Keegan is technically my protagonist in Tales of the Wovlen (he's such an idiot, but we won't get into that). If he found out that I was the person who caused the red dragon to kick his people out of their kingdom, turning them into nomads (the life he was born into), and that I wrote the prophecy about the Dragon's Son, picked him for the job, and then sent the army that massacred his friends and family....... Yeah, he'd try to chop off my head. And yes, I'd scream and run like a little girl. He may be an idiot, but he gets ugly when he's angry, and I have a highly developed sense of survival.
If Pharrgon (the dragon) was with Keegan, though, he would be more understanding. He'd see that I created the safe forest for him to hide in, all the wonderful creatures for him to enjoy, put Keegan in his life, and made him the formidable beauty that he is. He would try to help Keegan see the positive side to all of that, and he would certainly keep Keegan from chopping my head off.
There is also one other delicate little thing that Pharrgon would be thankful to me for, but I can't mention her right now because...
Happy St. Patrick's Day everyone! Make sure to wear green, or you'll get pinched (that's what happens in my house)!
By the way, don't forget to check out DAY ONE and DAY TWO of this challenge, if you missed them.
So, today's challenge is: a trope in your genre that gets on your nerves.
I'll be honest; I had to look up what "trope" meant.
Trope - a: a word or expression used in a figurative sense : figure of speech
Ooookay. A cliche! I got it now. Why didn't you just say so?
So, what is a cliche in my genre (fantasy) that gets on my nerves? I have no idea. Cliches very, very rarely get on my nerves. There is something about the predictable that makes it familiar, like an old friend, and I like that.
Thinking about it now, there is one cliche in fantasy that, only recently, I have come to find a little annoying. It is the super strong, tough, battle hardened, young female characters.
In most of the fantasy books I have read, the female characters are either warriors, assassins, mages, barbarians, or some other type of Xena Warrior Princess or Red Sonja "bad-A". Plus, they are always young and hot. Now, I'm not saying that tough, young, hot chicks are bad or unrealistic. I'm a tough, young, hottie if I say so myself, but not all women are young, hot warriors. Some are gentle and delicate - the healer, and the priestess. Some are quiet, regal, and proud - the queen, the duchess, and the farmer's wife. Some are fun-loving and flirty - the bar maid, the gypsy girl, and the merchant's daughter. And don't forget about the sassy boss - the cook, the store keeper's wife, and the governess. Not all women are Xena warrior princess, or Lessa the dragon rider, or Arya the elfin princess. Also, battle hardened warriors are definitely NOT young and hot. They are beautiful in their own way, but they have many scars and they are tired and worn thin, because they have seen many, many gruesome battles.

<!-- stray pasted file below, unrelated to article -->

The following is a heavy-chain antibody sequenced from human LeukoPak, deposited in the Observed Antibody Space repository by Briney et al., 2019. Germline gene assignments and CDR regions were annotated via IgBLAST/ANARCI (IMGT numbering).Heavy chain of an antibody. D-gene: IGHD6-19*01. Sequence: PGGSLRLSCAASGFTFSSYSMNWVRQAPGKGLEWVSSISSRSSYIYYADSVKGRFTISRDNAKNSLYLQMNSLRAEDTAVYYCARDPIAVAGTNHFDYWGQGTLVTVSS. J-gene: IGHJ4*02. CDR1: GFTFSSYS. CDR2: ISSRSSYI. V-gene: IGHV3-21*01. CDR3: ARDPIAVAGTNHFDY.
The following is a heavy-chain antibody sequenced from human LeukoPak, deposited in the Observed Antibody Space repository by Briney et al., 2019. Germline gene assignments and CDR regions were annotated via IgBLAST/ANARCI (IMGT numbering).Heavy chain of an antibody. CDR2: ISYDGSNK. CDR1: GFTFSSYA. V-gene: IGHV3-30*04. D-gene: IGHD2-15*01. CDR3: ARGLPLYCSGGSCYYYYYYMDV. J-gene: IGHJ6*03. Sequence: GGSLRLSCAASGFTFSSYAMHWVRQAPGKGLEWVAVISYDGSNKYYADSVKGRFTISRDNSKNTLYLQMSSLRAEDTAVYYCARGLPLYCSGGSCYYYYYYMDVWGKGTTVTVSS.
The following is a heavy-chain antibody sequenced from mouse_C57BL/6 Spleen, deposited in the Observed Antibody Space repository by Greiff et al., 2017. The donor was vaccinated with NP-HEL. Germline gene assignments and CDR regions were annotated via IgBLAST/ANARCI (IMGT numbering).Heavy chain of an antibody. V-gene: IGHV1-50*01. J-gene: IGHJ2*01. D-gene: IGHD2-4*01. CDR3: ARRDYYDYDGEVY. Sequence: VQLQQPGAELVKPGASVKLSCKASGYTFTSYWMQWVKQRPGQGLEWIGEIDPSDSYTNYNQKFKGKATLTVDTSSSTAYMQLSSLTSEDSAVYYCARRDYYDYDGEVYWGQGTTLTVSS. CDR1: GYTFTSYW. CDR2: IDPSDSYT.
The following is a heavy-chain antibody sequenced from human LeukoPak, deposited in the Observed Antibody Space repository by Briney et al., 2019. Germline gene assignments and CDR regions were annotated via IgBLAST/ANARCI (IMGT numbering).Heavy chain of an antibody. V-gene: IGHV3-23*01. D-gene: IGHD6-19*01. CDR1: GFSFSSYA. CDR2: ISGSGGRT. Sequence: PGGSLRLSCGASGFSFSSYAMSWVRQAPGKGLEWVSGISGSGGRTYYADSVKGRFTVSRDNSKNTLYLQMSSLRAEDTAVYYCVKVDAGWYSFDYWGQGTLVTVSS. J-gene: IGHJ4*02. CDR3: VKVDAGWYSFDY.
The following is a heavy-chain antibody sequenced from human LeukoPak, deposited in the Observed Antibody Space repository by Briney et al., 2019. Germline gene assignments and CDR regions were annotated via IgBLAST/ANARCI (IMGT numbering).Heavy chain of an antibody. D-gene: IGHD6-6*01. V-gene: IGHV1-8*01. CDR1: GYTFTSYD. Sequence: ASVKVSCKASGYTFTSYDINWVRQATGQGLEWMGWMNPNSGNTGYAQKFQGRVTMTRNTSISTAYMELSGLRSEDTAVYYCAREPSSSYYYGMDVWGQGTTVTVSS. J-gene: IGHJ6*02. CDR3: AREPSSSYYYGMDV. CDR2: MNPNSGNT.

The only reason this cliche has started to bug me is because of the reviews a friend was getting on his first book (The Heroes of Ravenford by F.P. Spirit). I LOVED his book. I adore one of the female characters introduced in it. But many of the reviewers who read it were upset because of the "lack of strong female characters".
Excuse me? What in the cube kingdom of gelatinous are you talking about? What happened to the "stop using cliches" sermon?
Everyone wants "fresh content", but as soon as one of their favorite cliches are avoided, they throw a fit.
I guess what actually gets on my nerves in the fantasy genre is the readers. Authors are always getting preached at to create original stories free of cliches. But then they get bashed if they publish a book without cliches.
Shut up, you picky readers! Either read the book and enjoy it, or go write your own. Then let's see how well you handle criticism from other readers like yourself who love/hate/love/hate/love/hate cliches.
OH! And one other thing that annoys me about the fantasy genre: NOT ENOUGH DRAGONS.
When I read a fantasy book, and there aren't any dragons, I feel just like this chick from Game of Thrones:
Pilot enjoys me reading to him! He especially loves hearing me read my book aloud (wink, wink).